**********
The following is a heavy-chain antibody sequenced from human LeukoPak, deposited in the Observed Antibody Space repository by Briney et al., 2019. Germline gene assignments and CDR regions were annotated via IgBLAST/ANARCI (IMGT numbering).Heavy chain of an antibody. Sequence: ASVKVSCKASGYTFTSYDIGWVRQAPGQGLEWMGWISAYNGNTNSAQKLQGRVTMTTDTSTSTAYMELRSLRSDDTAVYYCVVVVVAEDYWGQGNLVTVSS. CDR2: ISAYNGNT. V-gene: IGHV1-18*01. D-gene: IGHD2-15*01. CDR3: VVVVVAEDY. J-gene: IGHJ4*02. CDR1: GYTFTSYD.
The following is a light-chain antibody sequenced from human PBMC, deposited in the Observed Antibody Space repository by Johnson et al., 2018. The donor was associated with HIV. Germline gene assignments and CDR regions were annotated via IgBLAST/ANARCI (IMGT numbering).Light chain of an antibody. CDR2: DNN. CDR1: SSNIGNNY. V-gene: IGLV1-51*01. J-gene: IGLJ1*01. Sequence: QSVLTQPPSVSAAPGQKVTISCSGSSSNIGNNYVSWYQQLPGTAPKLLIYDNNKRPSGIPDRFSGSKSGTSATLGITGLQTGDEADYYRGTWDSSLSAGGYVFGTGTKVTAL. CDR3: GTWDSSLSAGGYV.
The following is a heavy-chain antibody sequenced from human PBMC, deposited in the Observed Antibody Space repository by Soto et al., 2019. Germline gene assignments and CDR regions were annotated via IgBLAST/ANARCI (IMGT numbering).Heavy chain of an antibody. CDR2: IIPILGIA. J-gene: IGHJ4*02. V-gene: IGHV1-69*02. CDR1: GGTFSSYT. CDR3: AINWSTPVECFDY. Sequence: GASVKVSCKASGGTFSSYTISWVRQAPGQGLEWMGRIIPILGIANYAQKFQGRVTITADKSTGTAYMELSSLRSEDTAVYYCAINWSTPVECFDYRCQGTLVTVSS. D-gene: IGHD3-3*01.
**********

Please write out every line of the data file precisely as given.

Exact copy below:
The following is a heavy-chain antibody sequenced from human LeukoPak, deposited in the Observed Antibody Space repository by Briney et al., 2019. Germline gene assignments and CDR regions were annotated via IgBLAST/ANARCI (IMGT numbering).Heavy chain of an antibody. Sequence: ASVKVSCKASGYTFTSYDIGWVRQAPGQGLEWMGWISAYNGNTNSAQKLQGRVTMTTDTSTSTAYMELRSLRSDDTAVYYCVVVVVAEDYWGQGNLVTVSS. CDR2: ISAYNGNT. V-gene: IGHV1-18*01. D-gene: IGHD2-15*01. CDR3: VVVVVAEDY. J-gene: IGHJ4*02. CDR1: GYTFTSYD.
The following is a light-chain antibody sequenced from human PBMC, deposited in the Observed Antibody Space repository by Johnson et al., 2018. The donor was associated with HIV. Germline gene assignments and CDR regions were annotated via IgBLAST/ANARCI (IMGT numbering).Light chain of an antibody. CDR2: DNN. CDR1: SSNIGNNY. V-gene: IGLV1-51*01. J-gene: IGLJ1*01. Sequence: QSVLTQPPSVSAAPGQKVTISCSGSSSNIGNNYVSWYQQLPGTAPKLLIYDNNKRPSGIPDRFSGSKSGTSATLGITGLQTGDEADYYRGTWDSSLSAGGYVFGTGTKVTAL. CDR3: GTWDSSLSAGGYV.
The following is a heavy-chain antibody sequenced from human PBMC, deposited in the Observed Antibody Space repository by Soto et al., 2019. Germline gene assignments and CDR regions were annotated via IgBLAST/ANARCI (IMGT numbering).Heavy chain of an antibody. CDR2: IIPILGIA. J-gene: IGHJ4*02. V-gene: IGHV1-69*02. CDR1: GGTFSSYT. CDR3: AINWSTPVECFDY. Sequence: GASVKVSCKASGGTFSSYTISWVRQAPGQGLEWMGRIIPILGIANYAQKFQGRVTITADKSTGTAYMELSSLRSEDTAVYYCAINWSTPVECFDYRCQGTLVTVSS. D-gene: IGHD3-3*01.